4. The Broad-lined Type Ic SN 2012ap and the Nature of Relativistic Supernovae Lacking a Gamma-Ray Burst Detection

    NASA Astrophysics Data System (ADS)

    Milisavljevic, D.; Margutti, R.; Parrent, J. T.; Soderberg, A. M.; Fesen, R. A.; Mazzali, P.; Maeda, K.; Sanders, N. E.; Cenko, S. B.; Silverman, J. M.; Filippenko, A. V.; Kamble, A.; Chakraborti, S.; Drout, M. R.; Kirshner, R. P.; Pickering, T. E.; Kawabata, K.; Hattori, T.; Hsiao, E. Y.; Stritzinger, M. D.; Marion, G. H.; Vinko, J.; Wheeler, J. C.

    2015-01-01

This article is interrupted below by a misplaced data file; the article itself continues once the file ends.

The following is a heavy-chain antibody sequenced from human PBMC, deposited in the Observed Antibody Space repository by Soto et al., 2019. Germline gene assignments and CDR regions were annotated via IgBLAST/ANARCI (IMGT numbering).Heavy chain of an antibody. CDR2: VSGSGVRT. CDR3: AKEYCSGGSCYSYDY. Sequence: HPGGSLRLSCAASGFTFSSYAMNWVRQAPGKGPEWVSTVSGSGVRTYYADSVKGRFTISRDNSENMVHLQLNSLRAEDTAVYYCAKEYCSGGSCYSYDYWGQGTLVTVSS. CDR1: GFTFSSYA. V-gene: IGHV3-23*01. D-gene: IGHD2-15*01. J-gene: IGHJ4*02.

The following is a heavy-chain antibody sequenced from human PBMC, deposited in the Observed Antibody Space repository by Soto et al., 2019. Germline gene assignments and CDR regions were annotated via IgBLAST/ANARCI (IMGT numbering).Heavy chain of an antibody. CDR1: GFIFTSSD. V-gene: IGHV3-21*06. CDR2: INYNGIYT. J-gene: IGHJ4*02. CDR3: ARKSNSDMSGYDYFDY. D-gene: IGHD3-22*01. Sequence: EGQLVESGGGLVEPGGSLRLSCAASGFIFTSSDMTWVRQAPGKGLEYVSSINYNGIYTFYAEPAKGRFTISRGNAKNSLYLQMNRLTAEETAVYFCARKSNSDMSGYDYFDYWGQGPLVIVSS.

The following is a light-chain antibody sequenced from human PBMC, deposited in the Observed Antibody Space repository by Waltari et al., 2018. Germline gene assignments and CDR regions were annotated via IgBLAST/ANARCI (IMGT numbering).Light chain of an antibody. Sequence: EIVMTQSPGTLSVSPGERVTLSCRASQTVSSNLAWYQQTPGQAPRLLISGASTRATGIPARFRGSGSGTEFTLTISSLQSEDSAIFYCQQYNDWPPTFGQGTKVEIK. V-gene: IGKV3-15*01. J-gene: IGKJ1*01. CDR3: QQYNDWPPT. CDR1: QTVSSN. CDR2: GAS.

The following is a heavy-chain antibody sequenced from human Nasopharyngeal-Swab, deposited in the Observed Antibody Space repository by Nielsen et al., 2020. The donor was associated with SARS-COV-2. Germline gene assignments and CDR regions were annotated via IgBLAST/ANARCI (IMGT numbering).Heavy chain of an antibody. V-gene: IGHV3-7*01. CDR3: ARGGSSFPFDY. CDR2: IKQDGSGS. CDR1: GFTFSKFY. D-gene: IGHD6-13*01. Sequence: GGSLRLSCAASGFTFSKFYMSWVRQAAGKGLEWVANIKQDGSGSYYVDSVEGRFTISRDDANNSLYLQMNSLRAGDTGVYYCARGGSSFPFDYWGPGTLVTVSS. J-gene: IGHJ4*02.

We present ultraviolet, optical, and near-infrared observations of SN 2012ap, a broad-lined Type Ic supernova in the galaxy NGC 1729 that produced a relativistic and rapidly decelerating outflow without a gamma-ray burst signature. Photometry and spectroscopy follow the flux evolution from -13 to +272 days past the B-band maximum of -17.4 ± 0.5 mag. The spectra are dominated by Fe II, O I, and Ca II absorption lines at ejecta velocities of v ≈ 20,000 km s-1 that change slowly over time. Other spectral absorption lines are consistent with contributions from photospheric He I, and hydrogen may also be present at higher velocities (v >~ 27,000 km s-1). We use these observations to estimate explosion properties and derive a total ejecta mass of ~2.7 M ⊙, a kinetic energy of ~1.0 × 1052 erg, and a 56Ni mass of 0.1-0.2 M ⊙. Nebular spectra (t > 200 days) exhibit an asymmetric double-peaked [O I] λλ6300, 6364 emission profile that we associate with absorption in the supernova interior, although toroidal ejecta geometry is an alternative explanation. SN 2012ap joins SN 2009bb as another exceptional supernova that shows evidence for a central engine (e.g., black hole accretion or magnetar) capable of launching a non-negligible portion of ejecta to relativistic velocities without a coincident gamma-ray burst detection. Defining attributes of their progenitor systems may be related to notable observed properties including environmental metallicities of Z >~ Z ⊙, moderate to high levels of host galaxy extinction (E(B - V) > 0.4 mag), detection of high-velocity helium at early epochs, and a high relative flux ratio of [Ca II]/[O I] >1 at nebular epochs. These events support the notion that jet activity at various energy scales may be present in a wide range of supernovae.